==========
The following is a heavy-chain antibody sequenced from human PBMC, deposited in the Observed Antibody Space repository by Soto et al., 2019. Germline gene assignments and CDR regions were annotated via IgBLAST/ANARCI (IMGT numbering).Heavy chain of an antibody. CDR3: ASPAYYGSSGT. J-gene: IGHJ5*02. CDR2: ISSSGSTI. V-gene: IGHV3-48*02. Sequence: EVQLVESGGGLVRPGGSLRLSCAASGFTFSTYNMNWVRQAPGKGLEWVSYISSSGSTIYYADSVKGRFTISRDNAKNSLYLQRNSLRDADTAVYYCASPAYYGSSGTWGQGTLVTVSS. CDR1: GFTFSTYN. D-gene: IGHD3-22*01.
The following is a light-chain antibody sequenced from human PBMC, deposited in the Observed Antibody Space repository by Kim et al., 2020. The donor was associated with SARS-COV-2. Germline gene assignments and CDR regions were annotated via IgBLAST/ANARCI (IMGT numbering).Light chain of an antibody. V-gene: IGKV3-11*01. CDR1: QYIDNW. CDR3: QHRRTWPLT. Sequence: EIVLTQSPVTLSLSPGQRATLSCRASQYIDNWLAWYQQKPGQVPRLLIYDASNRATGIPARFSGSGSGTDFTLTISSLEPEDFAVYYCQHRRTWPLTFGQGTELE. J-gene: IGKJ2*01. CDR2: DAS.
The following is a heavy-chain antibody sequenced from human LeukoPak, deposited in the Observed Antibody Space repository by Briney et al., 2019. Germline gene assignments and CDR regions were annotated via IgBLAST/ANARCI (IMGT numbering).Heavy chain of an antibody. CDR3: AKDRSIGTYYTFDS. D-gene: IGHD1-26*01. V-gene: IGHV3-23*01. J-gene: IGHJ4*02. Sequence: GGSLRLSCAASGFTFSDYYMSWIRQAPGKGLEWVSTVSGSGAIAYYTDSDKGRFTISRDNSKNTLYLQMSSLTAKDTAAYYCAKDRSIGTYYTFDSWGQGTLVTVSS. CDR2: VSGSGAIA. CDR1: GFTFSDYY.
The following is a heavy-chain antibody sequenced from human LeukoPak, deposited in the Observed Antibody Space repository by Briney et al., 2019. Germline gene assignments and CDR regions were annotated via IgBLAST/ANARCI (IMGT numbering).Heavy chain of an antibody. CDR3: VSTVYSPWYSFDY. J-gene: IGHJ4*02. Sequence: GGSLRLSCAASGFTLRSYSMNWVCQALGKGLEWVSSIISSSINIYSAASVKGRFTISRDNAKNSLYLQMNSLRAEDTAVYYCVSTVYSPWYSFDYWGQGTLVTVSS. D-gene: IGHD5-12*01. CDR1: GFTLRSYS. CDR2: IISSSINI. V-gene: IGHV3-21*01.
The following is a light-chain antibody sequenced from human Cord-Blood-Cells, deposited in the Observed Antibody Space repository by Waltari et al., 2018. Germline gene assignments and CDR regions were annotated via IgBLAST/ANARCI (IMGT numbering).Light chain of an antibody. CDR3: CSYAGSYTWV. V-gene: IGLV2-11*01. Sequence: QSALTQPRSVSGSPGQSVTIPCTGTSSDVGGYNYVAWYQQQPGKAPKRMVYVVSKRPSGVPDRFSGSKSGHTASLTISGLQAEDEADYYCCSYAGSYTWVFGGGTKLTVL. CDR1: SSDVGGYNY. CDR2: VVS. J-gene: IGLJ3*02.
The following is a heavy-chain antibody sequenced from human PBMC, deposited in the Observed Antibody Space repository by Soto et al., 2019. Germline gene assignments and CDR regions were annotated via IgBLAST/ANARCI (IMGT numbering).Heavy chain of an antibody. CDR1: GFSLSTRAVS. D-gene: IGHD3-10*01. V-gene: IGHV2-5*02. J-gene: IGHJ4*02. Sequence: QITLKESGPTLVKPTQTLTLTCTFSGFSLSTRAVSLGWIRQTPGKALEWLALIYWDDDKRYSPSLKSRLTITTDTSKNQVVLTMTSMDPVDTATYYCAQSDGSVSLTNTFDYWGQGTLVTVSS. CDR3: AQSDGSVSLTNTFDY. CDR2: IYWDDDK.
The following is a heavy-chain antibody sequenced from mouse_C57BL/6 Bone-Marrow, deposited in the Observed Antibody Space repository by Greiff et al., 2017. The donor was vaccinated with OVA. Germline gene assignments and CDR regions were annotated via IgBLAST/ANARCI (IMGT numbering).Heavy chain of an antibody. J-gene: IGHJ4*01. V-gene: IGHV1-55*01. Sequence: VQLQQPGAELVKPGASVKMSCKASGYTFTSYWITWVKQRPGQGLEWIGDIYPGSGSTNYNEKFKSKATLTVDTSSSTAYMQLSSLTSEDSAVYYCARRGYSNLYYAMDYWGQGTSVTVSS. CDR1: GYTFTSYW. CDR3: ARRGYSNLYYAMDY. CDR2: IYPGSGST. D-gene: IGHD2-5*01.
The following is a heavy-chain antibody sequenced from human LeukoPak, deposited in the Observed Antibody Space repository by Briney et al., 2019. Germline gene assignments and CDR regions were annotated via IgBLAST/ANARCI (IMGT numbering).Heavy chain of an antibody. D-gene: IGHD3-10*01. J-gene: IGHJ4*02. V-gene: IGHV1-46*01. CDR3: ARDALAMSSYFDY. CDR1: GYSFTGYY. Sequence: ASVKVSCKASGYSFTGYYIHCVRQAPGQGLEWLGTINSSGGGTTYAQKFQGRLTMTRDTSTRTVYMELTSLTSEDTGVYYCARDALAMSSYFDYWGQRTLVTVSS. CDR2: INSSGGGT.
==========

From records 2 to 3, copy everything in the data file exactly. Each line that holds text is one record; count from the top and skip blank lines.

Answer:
The following is a light-chain antibody sequenced from human PBMC, deposited in the Observed Antibody Space repository by Kim et al., 2020. The donor was associated with SARS-COV-2. Germline gene assignments and CDR regions were annotated via IgBLAST/ANARCI (IMGT numbering).Light chain of an antibody. V-gene: IGKV3-11*01. CDR1: QYIDNW. CDR3: QHRRTWPLT. Sequence: EIVLTQSPVTLSLSPGQRATLSCRASQYIDNWLAWYQQKPGQVPRLLIYDASNRATGIPARFSGSGSGTDFTLTISSLEPEDFAVYYCQHRRTWPLTFGQGTELE. J-gene: IGKJ2*01. CDR2: DAS.
The following is a heavy-chain antibody sequenced from human LeukoPak, deposited in the Observed Antibody Space repository by Briney et al., 2019. Germline gene assignments and CDR regions were annotated via IgBLAST/ANARCI (IMGT numbering).Heavy chain of an antibody. CDR3: AKDRSIGTYYTFDS. D-gene: IGHD1-26*01. V-gene: IGHV3-23*01. J-gene: IGHJ4*02. Sequence: GGSLRLSCAASGFTFSDYYMSWIRQAPGKGLEWVSTVSGSGAIAYYTDSDKGRFTISRDNSKNTLYLQMSSLTAKDTAAYYCAKDRSIGTYYTFDSWGQGTLVTVSS. CDR2: VSGSGAIA. CDR1: GFTFSDYY.